The set comes equipped with a 46 tooth chainring, which is a good all-around crank for various conditions. It's made out of forged aluminum alloy, which makes it as strong and light as you'd expect.

This inexpensive track-style crankset fits any bike with a square bottom bracket, and you can choose between 165mm, 170mm and 175mm lengths. If you're unsure, just grab a tape measure and make sure you'll have enough ground clearance. They are drilled for 9/16" pedals.

It's worth checking out Origin8's full lineup of cranks for sale; they're a solid brand with a pretty impressive reputation.

That said, these are the ones I reach for most often when putting together a classic looking track ride for a client.

Sugino RD2: High quality, gorgeous, messenger-style single speed cranks

Source

In the fixed gear bike realm Sugino has enduring popularity and appeal. Their RD2 series is pretty venerable; little has changed in quite a few years. And why should it? They have a great product with a massive fanbase. These attractive cranks are light, strong and match well with both modern and classic builds.

They are built from cold-forged aluminum alloy for a subtle and unique finish, and they work with the square taper bolt in most modern bottom brackets used on fixed gear bikes. As you can probably gather from the build materials, they are really stinking light too.

This particular one has a 46T chainring and 165mm length, which is a good all-around tooth count for city or suburban riding. There are a variety of styles. This stealthy looking black setup is just my personal favourite.

These are a step up in price compared with the first two items I've reviewed, but they're one of the top cranksets for bike messenger-style fixed gears due to premier build quality. They are a truly fantastic investment.

FSA Vero: A high-end aluminum crank set for road, fixed and single speed

Source

FSA stands for 'full speed ahead', and they're a mid-to-high range producers of single speed crank sets today. A lot of premium fixie builds will utilize an FSA drivetrain because they've worked hard to garnered great reviews and a solid reputation over the years.

This is called the Gimondi, and it's made from 7075 forged aluminum alloy. This one is stunningly beautiful and tastefully restrained in its design. Like most good cranks, it has a full factory warranty should you run into any issues with it.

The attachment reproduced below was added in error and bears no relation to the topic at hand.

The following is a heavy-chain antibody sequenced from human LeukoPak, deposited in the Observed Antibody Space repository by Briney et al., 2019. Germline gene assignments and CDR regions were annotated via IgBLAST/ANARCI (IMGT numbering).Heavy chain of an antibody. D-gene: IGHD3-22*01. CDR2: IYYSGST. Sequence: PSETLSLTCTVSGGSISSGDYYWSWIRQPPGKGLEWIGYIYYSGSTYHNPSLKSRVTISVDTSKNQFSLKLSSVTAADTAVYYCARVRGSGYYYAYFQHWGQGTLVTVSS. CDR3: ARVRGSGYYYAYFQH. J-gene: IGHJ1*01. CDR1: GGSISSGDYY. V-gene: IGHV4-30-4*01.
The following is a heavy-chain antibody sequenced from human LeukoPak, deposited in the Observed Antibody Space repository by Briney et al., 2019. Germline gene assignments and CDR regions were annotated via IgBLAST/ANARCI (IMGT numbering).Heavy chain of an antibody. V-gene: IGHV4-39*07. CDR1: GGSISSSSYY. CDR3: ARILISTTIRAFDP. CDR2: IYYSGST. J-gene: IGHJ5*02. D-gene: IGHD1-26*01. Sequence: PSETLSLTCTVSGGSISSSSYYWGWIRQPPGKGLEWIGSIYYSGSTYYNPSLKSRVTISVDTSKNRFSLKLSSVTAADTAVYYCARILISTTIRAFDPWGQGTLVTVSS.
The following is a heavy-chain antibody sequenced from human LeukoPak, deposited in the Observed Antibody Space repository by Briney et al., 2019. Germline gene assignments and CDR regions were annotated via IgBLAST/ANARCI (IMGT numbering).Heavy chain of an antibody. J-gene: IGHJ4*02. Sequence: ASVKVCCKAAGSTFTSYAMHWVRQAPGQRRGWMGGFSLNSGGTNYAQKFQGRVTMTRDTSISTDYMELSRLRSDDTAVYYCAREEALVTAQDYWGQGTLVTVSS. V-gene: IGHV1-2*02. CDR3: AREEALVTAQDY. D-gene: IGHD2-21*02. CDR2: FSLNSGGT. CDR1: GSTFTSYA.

The set comes in at a delightful 584 grams, and it has a 42 tooth chain ring. Like the others here it fits with a square taper bottom bracket and 9/16" pedals, and its built to work with a 3/32" chain.

It's not the only FSA crank you could choose from, but it's probably the most affordable of the lot. And don't let that discourage you either; it's still a premium set.

State Bicycle: A slick, fixie-friendly crankset that's a good bargain

Source

State Bicycle Co. has cornered a sweet spot in the fixed gear craze: inexpensive gear that looks great on absolutely everything.

This is no different: State has produced a great crankset for fixed gear bikes because it offers excellent manufacturing quality and a sturdy chainring coupled with a low entry price point.

There are a lot of colors available, so you can choose based on the style of your ride. State is decidedly less subdued as a whole (think tons of colour and flash), but I'm a big fan of their whole aesthetic.

The whole thing is forged alloy, with the arms themselves being 6061 aluminum, and the chainrings being stamped. It comes with a 46T chainring and 170mm total length, which is a fairly well-rounded ratio, though I'd probably recommend it for a less hilly area or for achieving higher speeds. It's compatible with 1/8" chains.

If you're a fan of colour and turning heads, I'd definitely check out State's awesome and inexpensive fixed gear cranksets, they're quite a bargain.

A note on chain alignment

Whatever crank you end up purchasing, make sure you're precise in your installation. Attach the cranks to the recommended torque.

Also, be aware of alignment. The number one complaint I hear about is clicking chains and premature wear.

If you experience these symptoms, check that your chain is a) the right size for both your chainring and your rear sprocket, and b) that the chain runs nice and straight between the two.

If the chain runs at too much of an angle, you'll experience annoying clicking and jumping, not to mention early wear on these components. You'll also risk losing the chain entirely; that's bad news on a fixed gear.

I've seen some scary homebuild setups with horrendous chain angles, so please be cognizant of this.

If the alignment isn't quite right, don't fret. You can make little adjustments to improve functionality, usually by using spacers. I find that a local bike shop can be a huge help in this. It's not giving up to ask for a little professional help, in fact it often saves you time and headache.

Thanks for reading and good luck!

Questions or comments?

    0 of 8192 characters used
    Post Comment

    • BikePro profile imageAUTHOR

      Graeme 

      6 weeks ago